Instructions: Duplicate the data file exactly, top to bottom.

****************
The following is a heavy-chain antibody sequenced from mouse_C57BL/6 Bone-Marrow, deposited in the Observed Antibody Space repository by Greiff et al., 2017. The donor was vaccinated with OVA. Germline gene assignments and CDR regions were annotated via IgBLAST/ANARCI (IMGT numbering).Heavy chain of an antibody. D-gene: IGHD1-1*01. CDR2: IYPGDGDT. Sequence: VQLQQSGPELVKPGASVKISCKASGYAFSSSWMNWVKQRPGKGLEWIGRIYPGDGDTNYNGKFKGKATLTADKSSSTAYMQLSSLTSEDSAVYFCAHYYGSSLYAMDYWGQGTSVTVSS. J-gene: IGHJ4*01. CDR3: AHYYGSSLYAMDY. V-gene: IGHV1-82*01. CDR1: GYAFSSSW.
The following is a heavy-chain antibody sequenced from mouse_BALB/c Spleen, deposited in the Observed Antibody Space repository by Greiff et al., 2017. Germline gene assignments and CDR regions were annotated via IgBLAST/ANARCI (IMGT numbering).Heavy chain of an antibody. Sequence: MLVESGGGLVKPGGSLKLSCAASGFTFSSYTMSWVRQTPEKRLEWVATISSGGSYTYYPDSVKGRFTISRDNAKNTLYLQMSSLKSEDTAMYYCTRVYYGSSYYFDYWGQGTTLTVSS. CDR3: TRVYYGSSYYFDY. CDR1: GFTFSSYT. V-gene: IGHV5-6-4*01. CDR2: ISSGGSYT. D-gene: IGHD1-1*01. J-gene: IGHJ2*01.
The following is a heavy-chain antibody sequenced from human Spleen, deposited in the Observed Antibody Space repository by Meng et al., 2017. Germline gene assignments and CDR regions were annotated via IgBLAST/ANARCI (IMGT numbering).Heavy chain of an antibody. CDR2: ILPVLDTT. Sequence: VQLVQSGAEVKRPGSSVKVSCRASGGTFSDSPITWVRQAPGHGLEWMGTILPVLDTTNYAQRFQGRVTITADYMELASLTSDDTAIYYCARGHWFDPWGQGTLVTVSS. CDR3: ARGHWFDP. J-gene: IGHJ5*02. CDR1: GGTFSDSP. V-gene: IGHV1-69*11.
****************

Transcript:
The following is a heavy-chain antibody sequenced from mouse_C57BL/6 Bone-Marrow, deposited in the Observed Antibody Space repository by Greiff et al., 2017. The donor was vaccinated with OVA. Germline gene assignments and CDR regions were annotated via IgBLAST/ANARCI (IMGT numbering).Heavy chain of an antibody. D-gene: IGHD1-1*01. CDR2: IYPGDGDT. Sequence: VQLQQSGPELVKPGASVKISCKASGYAFSSSWMNWVKQRPGKGLEWIGRIYPGDGDTNYNGKFKGKATLTADKSSSTAYMQLSSLTSEDSAVYFCAHYYGSSLYAMDYWGQGTSVTVSS. J-gene: IGHJ4*01. CDR3: AHYYGSSLYAMDY. V-gene: IGHV1-82*01. CDR1: GYAFSSSW.
The following is a heavy-chain antibody sequenced from mouse_BALB/c Spleen, deposited in the Observed Antibody Space repository by Greiff et al., 2017. Germline gene assignments and CDR regions were annotated via IgBLAST/ANARCI (IMGT numbering).Heavy chain of an antibody. Sequence: MLVESGGGLVKPGGSLKLSCAASGFTFSSYTMSWVRQTPEKRLEWVATISSGGSYTYYPDSVKGRFTISRDNAKNTLYLQMSSLKSEDTAMYYCTRVYYGSSYYFDYWGQGTTLTVSS. CDR3: TRVYYGSSYYFDY. CDR1: GFTFSSYT. V-gene: IGHV5-6-4*01. CDR2: ISSGGSYT. D-gene: IGHD1-1*01. J-gene: IGHJ2*01.
The following is a heavy-chain antibody sequenced from human Spleen, deposited in the Observed Antibody Space repository by Meng et al., 2017. Germline gene assignments and CDR regions were annotated via IgBLAST/ANARCI (IMGT numbering).Heavy chain of an antibody. CDR2: ILPVLDTT. Sequence: VQLVQSGAEVKRPGSSVKVSCRASGGTFSDSPITWVRQAPGHGLEWMGTILPVLDTTNYAQRFQGRVTITADYMELASLTSDDTAIYYCARGHWFDPWGQGTLVTVSS. CDR3: ARGHWFDP. J-gene: IGHJ5*02. CDR1: GGTFSDSP. V-gene: IGHV1-69*11.